Swedish Days will celebrate its 70th anniversary June 18-23. When an event has lasted for seven decades, there are bound to be stories told and memories made with friends and families.
I started working at the Teen Shop at 316 W. State St. during Swedish Days, 1977 when I was 13. I was hired to help with sidewalk sales and was given a Swedish costume made from wool to wear out in the 80 degree heat. Owners Eva and Conard Mann would pay for our lunch each day during the festival including corn dogs from the street vendors and a hamburger from Little Red Hen at 113 W. State St. Tuesday night was Midnight Madness and most of the shops were open until midnight. We would prepare the sale tables during the day, close at 5 p.m. to take a dinner break and then reopen at 7 p.m.
Terry Emma, long-time Geneva resident and Geneva History Museum Executive Director
It's always a magical experience watching this event draw thousands to our town to enjoy family fun and showcase Geneva in a positive light. After months of planning by our small staff, the pieces fall into place as businesses, volunteers, the city departments, vendors and sponsors come together. Even after 41 years the festival never fails to give me a sense of pride in our community. Tack sa mycket for the memories and happy 70th to Swedish Days.
Jean Gaines, retired president (1977-2018) Geneva Chamber of Commerce
Back in the 60's, my friends and I would get money for carnival rides by collecting empty soda bottles, and bringing them to the Jewel, which was where Sav-Way Liquors is now. We would be given 2 cents apiece for turning the empties in so they could be cleaned and reused. Carnival rides were 25 cents then, so we worked hard for our rides.
Mike Simon, owner of The Little Traveler and long-time Geneva resident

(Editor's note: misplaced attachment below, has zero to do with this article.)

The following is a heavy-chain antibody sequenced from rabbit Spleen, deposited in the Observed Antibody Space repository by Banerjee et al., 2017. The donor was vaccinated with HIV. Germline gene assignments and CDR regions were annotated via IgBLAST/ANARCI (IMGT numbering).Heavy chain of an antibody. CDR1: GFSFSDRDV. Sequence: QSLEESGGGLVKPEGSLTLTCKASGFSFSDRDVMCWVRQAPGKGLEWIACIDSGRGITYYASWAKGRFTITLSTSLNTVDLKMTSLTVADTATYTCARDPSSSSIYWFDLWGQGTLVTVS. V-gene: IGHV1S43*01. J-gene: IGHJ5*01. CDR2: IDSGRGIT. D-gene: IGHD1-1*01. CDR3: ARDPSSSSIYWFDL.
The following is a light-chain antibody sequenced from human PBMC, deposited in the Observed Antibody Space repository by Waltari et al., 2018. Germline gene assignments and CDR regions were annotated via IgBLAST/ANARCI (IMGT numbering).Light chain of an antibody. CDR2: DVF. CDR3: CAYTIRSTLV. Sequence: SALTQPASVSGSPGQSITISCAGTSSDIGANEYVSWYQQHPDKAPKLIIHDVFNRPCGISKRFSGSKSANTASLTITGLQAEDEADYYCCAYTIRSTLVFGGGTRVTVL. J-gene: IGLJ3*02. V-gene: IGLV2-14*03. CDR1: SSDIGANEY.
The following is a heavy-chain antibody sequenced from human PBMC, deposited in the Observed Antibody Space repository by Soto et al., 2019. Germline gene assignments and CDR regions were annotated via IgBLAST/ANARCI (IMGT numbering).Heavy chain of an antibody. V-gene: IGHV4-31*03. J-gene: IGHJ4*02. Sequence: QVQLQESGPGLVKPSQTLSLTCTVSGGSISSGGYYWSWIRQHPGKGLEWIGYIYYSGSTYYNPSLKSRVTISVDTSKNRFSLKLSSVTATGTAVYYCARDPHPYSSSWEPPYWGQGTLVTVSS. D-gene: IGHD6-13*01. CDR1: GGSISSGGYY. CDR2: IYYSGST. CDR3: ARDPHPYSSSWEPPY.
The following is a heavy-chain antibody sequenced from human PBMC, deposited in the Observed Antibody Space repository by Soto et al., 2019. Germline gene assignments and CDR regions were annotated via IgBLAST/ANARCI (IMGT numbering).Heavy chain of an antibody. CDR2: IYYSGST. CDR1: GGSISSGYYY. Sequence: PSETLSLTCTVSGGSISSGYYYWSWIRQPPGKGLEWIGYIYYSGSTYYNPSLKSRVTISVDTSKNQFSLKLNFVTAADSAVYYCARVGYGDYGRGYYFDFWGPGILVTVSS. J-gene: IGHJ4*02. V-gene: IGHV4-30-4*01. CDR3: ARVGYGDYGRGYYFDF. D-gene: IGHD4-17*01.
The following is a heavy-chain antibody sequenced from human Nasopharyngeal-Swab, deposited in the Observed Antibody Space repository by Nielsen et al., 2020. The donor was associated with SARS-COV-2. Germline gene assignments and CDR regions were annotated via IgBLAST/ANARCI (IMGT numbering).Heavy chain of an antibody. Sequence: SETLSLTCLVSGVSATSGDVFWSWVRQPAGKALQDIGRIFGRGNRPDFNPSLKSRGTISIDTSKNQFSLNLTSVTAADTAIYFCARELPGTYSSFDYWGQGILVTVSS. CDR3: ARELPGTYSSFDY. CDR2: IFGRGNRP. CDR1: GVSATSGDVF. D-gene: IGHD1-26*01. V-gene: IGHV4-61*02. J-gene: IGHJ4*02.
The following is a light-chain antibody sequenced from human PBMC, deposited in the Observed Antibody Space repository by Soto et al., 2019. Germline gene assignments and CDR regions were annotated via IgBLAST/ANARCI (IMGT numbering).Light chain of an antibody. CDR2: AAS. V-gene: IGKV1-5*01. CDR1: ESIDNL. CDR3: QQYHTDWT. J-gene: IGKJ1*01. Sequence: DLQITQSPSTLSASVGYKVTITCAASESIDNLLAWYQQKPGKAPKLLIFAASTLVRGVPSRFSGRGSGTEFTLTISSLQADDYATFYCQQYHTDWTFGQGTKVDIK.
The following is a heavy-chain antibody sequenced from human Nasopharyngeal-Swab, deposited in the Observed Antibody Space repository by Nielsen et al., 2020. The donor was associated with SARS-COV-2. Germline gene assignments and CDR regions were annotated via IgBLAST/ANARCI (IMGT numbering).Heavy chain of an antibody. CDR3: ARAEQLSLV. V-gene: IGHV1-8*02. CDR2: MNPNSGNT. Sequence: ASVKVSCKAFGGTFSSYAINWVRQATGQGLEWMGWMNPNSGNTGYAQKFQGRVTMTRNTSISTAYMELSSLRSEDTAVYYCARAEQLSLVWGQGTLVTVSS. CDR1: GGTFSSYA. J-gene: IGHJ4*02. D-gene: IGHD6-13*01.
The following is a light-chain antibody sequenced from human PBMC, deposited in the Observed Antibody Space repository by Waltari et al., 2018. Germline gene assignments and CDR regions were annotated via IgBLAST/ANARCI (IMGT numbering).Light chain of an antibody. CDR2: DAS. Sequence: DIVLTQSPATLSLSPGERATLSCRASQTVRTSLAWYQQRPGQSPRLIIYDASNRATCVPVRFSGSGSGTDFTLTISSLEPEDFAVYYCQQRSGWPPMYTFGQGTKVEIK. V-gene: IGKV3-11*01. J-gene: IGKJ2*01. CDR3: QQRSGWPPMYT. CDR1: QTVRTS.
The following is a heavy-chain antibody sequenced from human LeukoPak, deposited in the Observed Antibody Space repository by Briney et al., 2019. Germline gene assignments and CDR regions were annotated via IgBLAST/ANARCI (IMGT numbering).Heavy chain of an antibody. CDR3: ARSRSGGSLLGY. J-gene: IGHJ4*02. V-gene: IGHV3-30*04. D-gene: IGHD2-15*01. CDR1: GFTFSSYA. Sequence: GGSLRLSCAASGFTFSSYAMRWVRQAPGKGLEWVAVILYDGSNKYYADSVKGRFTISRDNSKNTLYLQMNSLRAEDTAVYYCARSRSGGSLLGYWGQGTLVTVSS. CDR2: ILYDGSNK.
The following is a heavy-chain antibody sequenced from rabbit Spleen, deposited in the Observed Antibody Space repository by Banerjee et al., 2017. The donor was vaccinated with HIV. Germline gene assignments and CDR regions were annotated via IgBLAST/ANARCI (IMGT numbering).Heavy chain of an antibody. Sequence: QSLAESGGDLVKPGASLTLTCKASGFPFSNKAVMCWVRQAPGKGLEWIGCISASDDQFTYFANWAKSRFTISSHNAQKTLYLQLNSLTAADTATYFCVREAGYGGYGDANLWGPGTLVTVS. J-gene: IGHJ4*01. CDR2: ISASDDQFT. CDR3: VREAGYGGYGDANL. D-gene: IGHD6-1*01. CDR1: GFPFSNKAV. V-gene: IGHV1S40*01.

Having grown up in Geneva and then moving back with my own family, Swedish Days is by far our favorite of Geneva's many lively festivals. It's a celebration of our town, of its rich history, and of its promising future.
Strolling the bustling Third Street, you are guaranteed to always see someone you know. As teenagers (and far before cellphones and social media) we counted on this.
My favorite memory by far, is the grand parade on Sunday. Over the 40 years I have attended the festival, I have marched in several capacities- as a teenager with the GHS Dance Team, as a mom with my young children and as a board member with the Geneva Community Chest. However, my fondest memories of the parade are sitting on a blanket with four generations of our family. Helping my grandpa, a WWII veteran, rise from his lawn chair to salute the color guard. And it's exactly the family fun that Swedish Days represents.
Johanna Patterson, long-time Geneva resident and volunteer
As owners of The Gift Box in Geneva, the Swedish Days Festival has been part of our lives since the day we were born. Our relative, Edythe Anderson, the daughter of Swedish immigrants, opened The Gift Box in 1947 and helped in the creation of the festival itself when it was started in 1949.
As we grew up in the 60’s and 70’s, our family was always a strong presence in keeping the “Swedish” in Swedish Days. We remember mom dressing us in traditional folk outfits every year and even having us participate in several parades and events. After our father, Lennart, took over the business in the early 80’s, we continued to support this great festival as first generation Swedish immigrants ourselves.
Hans and Maria Jönsson, The Gift Box
Some of my favorite memories from Swedish days when I was a kid were visiting the craft tent for kids on the Courthouse lawn and attending the Kid's Day parade. The past couple of summers, I've enjoyed taking the kids I nanny back to my favorite spots.
Hallie McQueeny, Harrison Street School Kindergarten Teacher
Enjoy time honored traditions and exciting new features at this year’s fest. Visit genevachamber.com to find what memories you will make at the 70th Swedish Days.